In 2013 alone, approximately 16,000 commercial vehicle drivers received citations for using their mobile devices while behind the wheel. Of those 16,000, only four were suspended from operating their commercial vehicles as a consequence. These numbers may be frightening for some, as tractor trailers and other large commercial vehicles can be some of the most dangerous on our roadways. WABC, and ABC station based in New York City, set up cameras to monitor cell phone usage by drivers on highways. These cameras revealed numerous 18 wheeler drivers texting or talking on the phone while driving. In one specific incident, a driver was caught carrying on multiple conversations, using multiple cellular devices. In spite of Georgia’s law banning text messaging while behind the wheel of a motor vehicle, big rig drivers continue to use their cell phones while driving in and around the state. Perhaps the consequences of texting and driving should be more severe for commercial vehicle drivers, as they are typically on the job while partaking in this dangerous activity. By making the penalties greater for drivers, perhaps they will choose to wait until they are stopped to make calls or send messages.
Unfortunately, it is not just commercial vehicle operators that use cell phones while driving on metro-Atlanta roadways. Many smaller passenger vehicle drivers, such as those operating cars, trucks, SUVs, and vans, are ticketed for texting or talking on the phone while driving each day. We recently provided a list of tips to stop yourself from texting and driving. If you cannot force yourself to cease use of your cell phone while driving, perhaps an app can.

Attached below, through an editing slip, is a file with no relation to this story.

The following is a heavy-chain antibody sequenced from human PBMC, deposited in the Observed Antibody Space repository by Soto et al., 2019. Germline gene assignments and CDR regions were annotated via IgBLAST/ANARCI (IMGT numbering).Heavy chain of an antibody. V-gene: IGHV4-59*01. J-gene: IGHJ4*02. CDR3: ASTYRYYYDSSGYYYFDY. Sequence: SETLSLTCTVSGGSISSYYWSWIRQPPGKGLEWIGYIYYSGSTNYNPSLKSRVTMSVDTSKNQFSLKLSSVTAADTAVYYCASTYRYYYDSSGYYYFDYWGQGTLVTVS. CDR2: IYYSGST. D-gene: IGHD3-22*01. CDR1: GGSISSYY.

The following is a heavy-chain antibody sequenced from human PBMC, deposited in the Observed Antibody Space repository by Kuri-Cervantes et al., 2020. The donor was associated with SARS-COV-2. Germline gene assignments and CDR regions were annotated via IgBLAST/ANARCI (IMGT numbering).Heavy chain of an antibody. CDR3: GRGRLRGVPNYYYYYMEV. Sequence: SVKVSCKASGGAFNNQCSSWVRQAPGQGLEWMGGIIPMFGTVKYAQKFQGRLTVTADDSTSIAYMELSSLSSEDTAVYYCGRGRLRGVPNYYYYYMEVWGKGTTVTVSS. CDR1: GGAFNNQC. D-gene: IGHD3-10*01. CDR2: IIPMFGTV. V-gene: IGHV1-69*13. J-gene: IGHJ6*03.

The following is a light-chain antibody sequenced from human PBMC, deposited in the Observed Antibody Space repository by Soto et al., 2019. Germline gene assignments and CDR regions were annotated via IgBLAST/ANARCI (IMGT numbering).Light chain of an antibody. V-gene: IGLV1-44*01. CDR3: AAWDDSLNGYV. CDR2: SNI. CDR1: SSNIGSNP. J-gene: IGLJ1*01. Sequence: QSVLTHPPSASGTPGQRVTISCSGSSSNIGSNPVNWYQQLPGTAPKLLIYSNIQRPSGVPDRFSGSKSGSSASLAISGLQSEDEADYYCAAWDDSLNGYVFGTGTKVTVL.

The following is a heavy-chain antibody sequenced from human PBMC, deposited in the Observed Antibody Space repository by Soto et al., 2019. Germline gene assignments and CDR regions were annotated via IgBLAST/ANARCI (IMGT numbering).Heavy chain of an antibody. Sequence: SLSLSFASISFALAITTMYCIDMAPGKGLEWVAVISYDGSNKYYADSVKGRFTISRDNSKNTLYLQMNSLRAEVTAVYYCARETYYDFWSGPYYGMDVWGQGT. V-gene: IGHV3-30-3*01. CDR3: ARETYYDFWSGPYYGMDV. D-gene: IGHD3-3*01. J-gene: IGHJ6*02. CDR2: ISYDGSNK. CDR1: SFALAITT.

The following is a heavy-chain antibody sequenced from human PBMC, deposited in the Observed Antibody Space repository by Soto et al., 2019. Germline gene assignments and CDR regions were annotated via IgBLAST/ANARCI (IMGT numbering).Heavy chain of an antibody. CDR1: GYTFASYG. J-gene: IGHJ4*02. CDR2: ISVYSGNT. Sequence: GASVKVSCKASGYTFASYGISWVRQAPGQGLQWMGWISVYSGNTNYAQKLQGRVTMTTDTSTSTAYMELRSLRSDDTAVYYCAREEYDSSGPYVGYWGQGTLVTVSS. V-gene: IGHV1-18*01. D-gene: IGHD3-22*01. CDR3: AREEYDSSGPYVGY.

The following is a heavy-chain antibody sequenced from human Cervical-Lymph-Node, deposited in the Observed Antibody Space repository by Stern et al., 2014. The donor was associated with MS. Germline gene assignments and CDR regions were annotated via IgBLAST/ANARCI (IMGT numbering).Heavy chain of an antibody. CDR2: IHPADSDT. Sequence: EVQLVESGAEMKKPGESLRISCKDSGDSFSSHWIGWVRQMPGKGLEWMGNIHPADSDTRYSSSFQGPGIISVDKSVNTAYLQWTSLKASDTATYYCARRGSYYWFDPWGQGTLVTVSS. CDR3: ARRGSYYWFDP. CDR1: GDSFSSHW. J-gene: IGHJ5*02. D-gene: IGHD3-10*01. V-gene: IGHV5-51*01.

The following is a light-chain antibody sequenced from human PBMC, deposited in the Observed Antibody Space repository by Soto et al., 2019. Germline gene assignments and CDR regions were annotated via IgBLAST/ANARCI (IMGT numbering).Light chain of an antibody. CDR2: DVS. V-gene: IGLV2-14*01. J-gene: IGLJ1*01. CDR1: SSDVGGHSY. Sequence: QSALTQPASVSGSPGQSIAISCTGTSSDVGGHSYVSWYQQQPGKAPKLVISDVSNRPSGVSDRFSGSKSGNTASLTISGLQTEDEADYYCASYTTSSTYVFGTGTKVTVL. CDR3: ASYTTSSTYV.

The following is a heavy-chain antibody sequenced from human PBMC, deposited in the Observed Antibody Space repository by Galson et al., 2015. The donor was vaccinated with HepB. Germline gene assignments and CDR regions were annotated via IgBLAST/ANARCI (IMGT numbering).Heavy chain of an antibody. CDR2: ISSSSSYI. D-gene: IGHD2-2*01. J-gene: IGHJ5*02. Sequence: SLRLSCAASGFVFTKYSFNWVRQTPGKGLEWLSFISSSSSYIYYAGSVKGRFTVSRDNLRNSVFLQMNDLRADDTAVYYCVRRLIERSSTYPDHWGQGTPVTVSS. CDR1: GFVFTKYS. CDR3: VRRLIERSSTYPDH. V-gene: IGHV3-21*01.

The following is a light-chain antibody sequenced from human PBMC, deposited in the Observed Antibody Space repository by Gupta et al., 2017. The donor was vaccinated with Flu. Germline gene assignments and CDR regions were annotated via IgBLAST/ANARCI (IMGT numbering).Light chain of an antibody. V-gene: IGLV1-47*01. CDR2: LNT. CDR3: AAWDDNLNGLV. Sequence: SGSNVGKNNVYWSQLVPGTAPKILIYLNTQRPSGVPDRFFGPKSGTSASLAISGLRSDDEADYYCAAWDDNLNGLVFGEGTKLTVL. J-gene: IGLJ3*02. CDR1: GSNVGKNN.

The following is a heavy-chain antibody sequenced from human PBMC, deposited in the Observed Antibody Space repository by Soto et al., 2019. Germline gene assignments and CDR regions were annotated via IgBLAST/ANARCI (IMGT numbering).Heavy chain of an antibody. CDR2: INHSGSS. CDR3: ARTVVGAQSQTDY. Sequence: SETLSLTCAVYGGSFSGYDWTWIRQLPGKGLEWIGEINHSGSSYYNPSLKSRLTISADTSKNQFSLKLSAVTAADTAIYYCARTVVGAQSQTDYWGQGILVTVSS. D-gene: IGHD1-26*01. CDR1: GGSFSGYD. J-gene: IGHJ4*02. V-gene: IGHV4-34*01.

There are various Android, Blackberry, and Apple applications that are available for download to your cellular device that inhibit you from texting while driving. One such app is AT&T DriveMode, which automatically locks your cell phone while driving above 25 MPH. It responds to incoming calls and messages with an automatic message of your choosing. Another similar app is the Spring Drive First app, which prevents access to the phone’s messages and calls until the vehicle is stopped completely. As a parent, perhaps the DriveSafe Mode app would be beneficial for you. It sends an email alert when the phone is used while behind the wheel of a vehicle. Perhaps if our kids are held to a higher responsibility and given strict consequences when found guilty of texting and driving, more lives will be saved.
In the event of an automobile or tractor trailer crash which was caused by a driver being distracted by their cell phone, that driver can be held liable for property damage, medical bills, injuries, and pain and suffering. For more information on the steps that should be taken after such an incident has occurred, please don’t hesitate to call our office today at (770) 427-5498. We also have 24/7 chat ability on our website at www.awjlaw.com.